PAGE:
How To Choose Your Next Wireless Charger

A few years ago, wireless charging was still a fringe feature that only a handful of phones had and an even fewer number of people who wanted it. As the new technology matures, however, more and more flagships have started to get the feature on their phones as well. Even Apple's iPhone notoriously known for arriving late at the scene of innovation has already adopted it going all the way back to the iPhone 8. This nod from Apple is a clear statement attesting to the technology’s stability and reliability.
The question now is which one to buy.
There is an endless variety of wireless chargers these days. First-party hardware is often good enough but there are third-party hardware that gives better features such as wireless fast-charging and tilt functions. At the end of the day, you're going to choose according to your needs. To help you out a little bit, I've compiled a list of things to consider when buying a wireless charger.

Power Delivery Rating

To begin with, not all wireless chargers are made equal. There are some that have superior power delivery than others.
The standard for the wireless format is 5W charging which is good enough for the most part. But most flagship phones are designed to be charged at a higher wattage to allow for faster charge time. Buying a wireless charger that's less than the capacity of your phone will certainly charge slower than your device's potential.
Considering that smartphone battery technology is progressing pretty fast these days, it may be best if you purchase a 10W now. This will effectively futureproof your wireless charger for your next phone in a couple of years. It's a relatively inexpensive difference between the 5W and 10W and the savings in the long run, of course so long as you don't mangle your device for some reason, would cover that difference. The joy of being able to take your phone out after just a few minutes of charging is something you'd appreciate especially in today's fast-paced world.

Power Brick

Some wireless chargers don’t come with a power supply to bring the cost down. This is a bit of a disappointment because these are crucial to delivering power to the pad and on to your smartphone. And, if you happen to have a power supply that is rated lower than the charger, then you’re still going to have to deal with the frustration of a slower-than-possible charge.
Generally, if a power brick comes in the box, it’s exactly the same rating as the wireless charger. However, if you’re considering to buy a wireless charger that doesn’t come with a power brick in the box, then you better make sure that you have the properly rated power brick laying around.


Wireless chargers usually connect to the power brick via USB-C, MicroUSB, or a brand-specific proprietary connector. They all accomplish the job of providing power to the charging pad.
Generally, USB-C can transfer more power but some proprietary connectors and MicroUSB can also deliver fast charging when indicated.
However, it may be wise to purchase a wireless charger that you can get the cable from just about anywhere. Proprietary cables can be difficult to come by if ever you need to purchase one. The other two connector formats are available almost everywhere. Not to mention that you may have a spare lying around because they’ve been the connecting standard for so long.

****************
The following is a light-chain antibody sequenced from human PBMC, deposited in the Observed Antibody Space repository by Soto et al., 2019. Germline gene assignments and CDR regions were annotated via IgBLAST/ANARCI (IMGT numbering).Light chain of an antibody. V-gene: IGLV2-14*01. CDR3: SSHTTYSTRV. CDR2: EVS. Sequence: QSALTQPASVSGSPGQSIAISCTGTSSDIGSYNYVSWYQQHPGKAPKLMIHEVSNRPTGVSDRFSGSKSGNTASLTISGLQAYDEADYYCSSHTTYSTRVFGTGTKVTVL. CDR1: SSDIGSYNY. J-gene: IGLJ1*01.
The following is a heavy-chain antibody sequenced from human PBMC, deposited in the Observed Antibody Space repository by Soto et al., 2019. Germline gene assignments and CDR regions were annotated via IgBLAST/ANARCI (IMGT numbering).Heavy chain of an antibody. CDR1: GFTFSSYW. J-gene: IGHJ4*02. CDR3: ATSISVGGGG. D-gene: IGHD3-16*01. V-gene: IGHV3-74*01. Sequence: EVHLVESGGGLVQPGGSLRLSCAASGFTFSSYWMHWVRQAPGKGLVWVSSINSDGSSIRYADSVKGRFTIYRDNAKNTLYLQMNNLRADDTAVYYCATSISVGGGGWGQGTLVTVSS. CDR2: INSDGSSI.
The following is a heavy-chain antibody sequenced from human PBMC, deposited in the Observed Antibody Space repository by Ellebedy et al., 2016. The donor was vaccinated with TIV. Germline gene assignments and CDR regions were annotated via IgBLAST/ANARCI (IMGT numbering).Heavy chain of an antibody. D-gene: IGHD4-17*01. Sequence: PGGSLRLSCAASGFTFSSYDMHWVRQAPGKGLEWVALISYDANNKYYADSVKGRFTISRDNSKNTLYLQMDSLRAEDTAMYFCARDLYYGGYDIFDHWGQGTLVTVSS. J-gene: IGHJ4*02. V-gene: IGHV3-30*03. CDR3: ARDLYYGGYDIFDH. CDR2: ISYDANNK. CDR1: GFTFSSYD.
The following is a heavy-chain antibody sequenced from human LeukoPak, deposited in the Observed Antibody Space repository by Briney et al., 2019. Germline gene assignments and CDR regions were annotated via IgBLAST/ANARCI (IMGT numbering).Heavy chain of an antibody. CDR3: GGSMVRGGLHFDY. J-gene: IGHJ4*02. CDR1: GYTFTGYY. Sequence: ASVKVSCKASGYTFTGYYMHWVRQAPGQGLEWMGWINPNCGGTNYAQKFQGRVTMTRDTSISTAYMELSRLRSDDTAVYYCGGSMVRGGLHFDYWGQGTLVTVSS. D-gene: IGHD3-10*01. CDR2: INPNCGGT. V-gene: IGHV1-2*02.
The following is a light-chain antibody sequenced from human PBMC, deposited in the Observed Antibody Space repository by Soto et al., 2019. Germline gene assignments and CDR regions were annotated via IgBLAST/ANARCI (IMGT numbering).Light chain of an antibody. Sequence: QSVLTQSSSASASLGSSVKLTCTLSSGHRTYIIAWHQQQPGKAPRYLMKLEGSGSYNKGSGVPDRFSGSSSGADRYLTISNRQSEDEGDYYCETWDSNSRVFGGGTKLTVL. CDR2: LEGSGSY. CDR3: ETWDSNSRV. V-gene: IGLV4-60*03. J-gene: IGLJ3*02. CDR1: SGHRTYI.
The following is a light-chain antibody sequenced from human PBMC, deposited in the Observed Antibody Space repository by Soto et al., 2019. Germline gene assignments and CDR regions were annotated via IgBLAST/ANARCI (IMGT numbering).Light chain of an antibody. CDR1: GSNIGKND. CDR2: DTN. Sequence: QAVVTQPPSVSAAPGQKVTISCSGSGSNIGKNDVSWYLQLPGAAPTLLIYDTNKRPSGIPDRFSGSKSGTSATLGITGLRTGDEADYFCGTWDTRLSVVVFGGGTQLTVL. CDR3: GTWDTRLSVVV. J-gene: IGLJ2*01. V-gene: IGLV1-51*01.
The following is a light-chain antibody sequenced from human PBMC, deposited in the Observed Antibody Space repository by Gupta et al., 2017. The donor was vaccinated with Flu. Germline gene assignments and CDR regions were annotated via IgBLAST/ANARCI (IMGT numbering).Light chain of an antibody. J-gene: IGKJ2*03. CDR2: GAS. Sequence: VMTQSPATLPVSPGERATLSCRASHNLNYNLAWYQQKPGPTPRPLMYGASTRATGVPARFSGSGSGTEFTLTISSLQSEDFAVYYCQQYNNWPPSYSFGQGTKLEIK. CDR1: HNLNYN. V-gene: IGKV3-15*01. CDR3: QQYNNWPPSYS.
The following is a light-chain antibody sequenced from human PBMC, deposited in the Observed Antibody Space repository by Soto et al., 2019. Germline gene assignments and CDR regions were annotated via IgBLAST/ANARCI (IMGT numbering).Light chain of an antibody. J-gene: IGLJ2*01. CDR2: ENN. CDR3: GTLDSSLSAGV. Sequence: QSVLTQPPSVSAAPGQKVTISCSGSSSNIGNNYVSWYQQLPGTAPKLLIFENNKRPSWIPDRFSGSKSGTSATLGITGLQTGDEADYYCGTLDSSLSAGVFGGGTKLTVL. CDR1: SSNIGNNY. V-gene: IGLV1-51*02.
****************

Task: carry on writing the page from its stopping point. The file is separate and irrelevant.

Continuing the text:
Some charging pads can charge one device. Others can charge multiple. All of this hinges on the number of coils. The higher the number, the more devices you can charge.
It’s fairly simple. If you need to charge more than one device, get a multi-coil wireless charger. Get a one-coil one if you’re willing to settle with just one device at a time.
There's a little-discussed advantage of having a multi-coil set-up though. It can be more generous with errors in placing your device down on the pad. A single coil wireless charging can be limiting because you have to perfectly alight your phone and your wireless charging pad all the time.


There are also various form factors to choose from when you’re shopping for a wireless charger. Which one you should get depends on where you’re using the device.
If you intend to keep your phone on your desk while working, you might want to consider getting a tilted wireless charger. The benefit here is that you can see the phone at all times, and you can immediately respond to urgent notifications.
If, on the other hand, you intend to put the wireless charger on top of your nightstand right next to your bed, a flat one should do the trick. You don’t want notifications unnecessarily bugging you as you’re getting into your REM cycle.
There are some that can be adjusted from flat to tilted and vice versa. The choice in this category is hinged on personal preference more than anything.

LED Lights

Speaking of helping you get to your REM sleep, it’s not just the phone notification that you have to worry about, there are also wireless chargers that have bright LED lights that could prevent you from sleeping at night. So stay away from these if you’re putting it in your bedroom.
The LED shouldn't be a problem on your work desk where you have to stay awake at all time anyway. It often indicates if your device is fast charging. There’s nothing more frustrating in the modern world than going out thinking that the quick charge juiced up their devices to an acceptable battery level and figuring out only later that it wasn’t properly aligned for fast charging.
While all of these are features that you have to look out for, there are other factors that you might consider when choosing one for yourself. The materials, for example, also often varies between each unit. Some come with fabric, plastic, or metal charging pads. At the end of the day, these are all a matter of preference more than anything so I’ll leave all those up to you.